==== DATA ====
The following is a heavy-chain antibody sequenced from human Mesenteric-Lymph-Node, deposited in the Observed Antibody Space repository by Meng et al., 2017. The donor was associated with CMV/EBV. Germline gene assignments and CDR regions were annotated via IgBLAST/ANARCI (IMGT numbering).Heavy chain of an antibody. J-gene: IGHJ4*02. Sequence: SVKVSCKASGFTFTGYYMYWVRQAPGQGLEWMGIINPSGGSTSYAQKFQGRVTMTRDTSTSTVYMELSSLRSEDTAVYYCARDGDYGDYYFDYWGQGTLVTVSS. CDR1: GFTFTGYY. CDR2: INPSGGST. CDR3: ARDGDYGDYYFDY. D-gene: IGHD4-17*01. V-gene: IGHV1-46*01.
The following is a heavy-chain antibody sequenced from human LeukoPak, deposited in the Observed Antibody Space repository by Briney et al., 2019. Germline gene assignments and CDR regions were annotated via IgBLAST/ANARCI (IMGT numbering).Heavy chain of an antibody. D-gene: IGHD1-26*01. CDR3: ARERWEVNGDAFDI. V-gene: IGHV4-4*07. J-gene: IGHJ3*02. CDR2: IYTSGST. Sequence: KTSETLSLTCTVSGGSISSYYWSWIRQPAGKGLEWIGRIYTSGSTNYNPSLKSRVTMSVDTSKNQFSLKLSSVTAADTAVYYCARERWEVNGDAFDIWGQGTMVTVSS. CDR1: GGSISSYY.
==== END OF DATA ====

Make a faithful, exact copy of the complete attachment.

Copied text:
The following is a heavy-chain antibody sequenced from human Mesenteric-Lymph-Node, deposited in the Observed Antibody Space repository by Meng et al., 2017. The donor was associated with CMV/EBV. Germline gene assignments and CDR regions were annotated via IgBLAST/ANARCI (IMGT numbering).Heavy chain of an antibody. J-gene: IGHJ4*02. Sequence: SVKVSCKASGFTFTGYYMYWVRQAPGQGLEWMGIINPSGGSTSYAQKFQGRVTMTRDTSTSTVYMELSSLRSEDTAVYYCARDGDYGDYYFDYWGQGTLVTVSS. CDR1: GFTFTGYY. CDR2: INPSGGST. CDR3: ARDGDYGDYYFDY. D-gene: IGHD4-17*01. V-gene: IGHV1-46*01.
The following is a heavy-chain antibody sequenced from human LeukoPak, deposited in the Observed Antibody Space repository by Briney et al., 2019. Germline gene assignments and CDR regions were annotated via IgBLAST/ANARCI (IMGT numbering).Heavy chain of an antibody. D-gene: IGHD1-26*01. CDR3: ARERWEVNGDAFDI. V-gene: IGHV4-4*07. J-gene: IGHJ3*02. CDR2: IYTSGST. Sequence: KTSETLSLTCTVSGGSISSYYWSWIRQPAGKGLEWIGRIYTSGSTNYNPSLKSRVTMSVDTSKNQFSLKLSSVTAADTAVYYCARERWEVNGDAFDIWGQGTMVTVSS. CDR1: GGSISSYY.